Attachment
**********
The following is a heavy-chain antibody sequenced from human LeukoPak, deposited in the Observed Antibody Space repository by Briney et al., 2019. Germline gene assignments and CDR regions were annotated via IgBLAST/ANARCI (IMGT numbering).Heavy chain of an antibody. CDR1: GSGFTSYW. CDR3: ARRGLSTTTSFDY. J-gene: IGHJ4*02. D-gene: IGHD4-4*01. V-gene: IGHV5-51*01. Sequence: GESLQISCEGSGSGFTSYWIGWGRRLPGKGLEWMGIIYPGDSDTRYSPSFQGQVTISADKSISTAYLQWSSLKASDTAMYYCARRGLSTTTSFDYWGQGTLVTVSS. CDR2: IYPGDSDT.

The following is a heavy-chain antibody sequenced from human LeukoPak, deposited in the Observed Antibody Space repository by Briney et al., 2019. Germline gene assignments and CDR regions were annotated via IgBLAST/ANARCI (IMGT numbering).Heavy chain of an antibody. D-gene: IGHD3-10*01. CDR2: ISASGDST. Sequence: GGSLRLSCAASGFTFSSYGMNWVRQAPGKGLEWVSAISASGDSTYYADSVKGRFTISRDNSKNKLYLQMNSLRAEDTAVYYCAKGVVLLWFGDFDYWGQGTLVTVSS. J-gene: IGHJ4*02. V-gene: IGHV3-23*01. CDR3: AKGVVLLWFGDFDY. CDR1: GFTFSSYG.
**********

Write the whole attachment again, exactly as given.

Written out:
The following is a heavy-chain antibody sequenced from human LeukoPak, deposited in the Observed Antibody Space repository by Briney et al., 2019. Germline gene assignments and CDR regions were annotated via IgBLAST/ANARCI (IMGT numbering).Heavy chain of an antibody. CDR1: GSGFTSYW. CDR3: ARRGLSTTTSFDY. J-gene: IGHJ4*02. D-gene: IGHD4-4*01. V-gene: IGHV5-51*01. Sequence: GESLQISCEGSGSGFTSYWIGWGRRLPGKGLEWMGIIYPGDSDTRYSPSFQGQVTISADKSISTAYLQWSSLKASDTAMYYCARRGLSTTTSFDYWGQGTLVTVSS. CDR2: IYPGDSDT.

The following is a heavy-chain antibody sequenced from human LeukoPak, deposited in the Observed Antibody Space repository by Briney et al., 2019. Germline gene assignments and CDR regions were annotated via IgBLAST/ANARCI (IMGT numbering).Heavy chain of an antibody. D-gene: IGHD3-10*01. CDR2: ISASGDST. Sequence: GGSLRLSCAASGFTFSSYGMNWVRQAPGKGLEWVSAISASGDSTYYADSVKGRFTISRDNSKNKLYLQMNSLRAEDTAVYYCAKGVVLLWFGDFDYWGQGTLVTVSS. J-gene: IGHJ4*02. V-gene: IGHV3-23*01. CDR3: AKGVVLLWFGDFDY. CDR1: GFTFSSYG.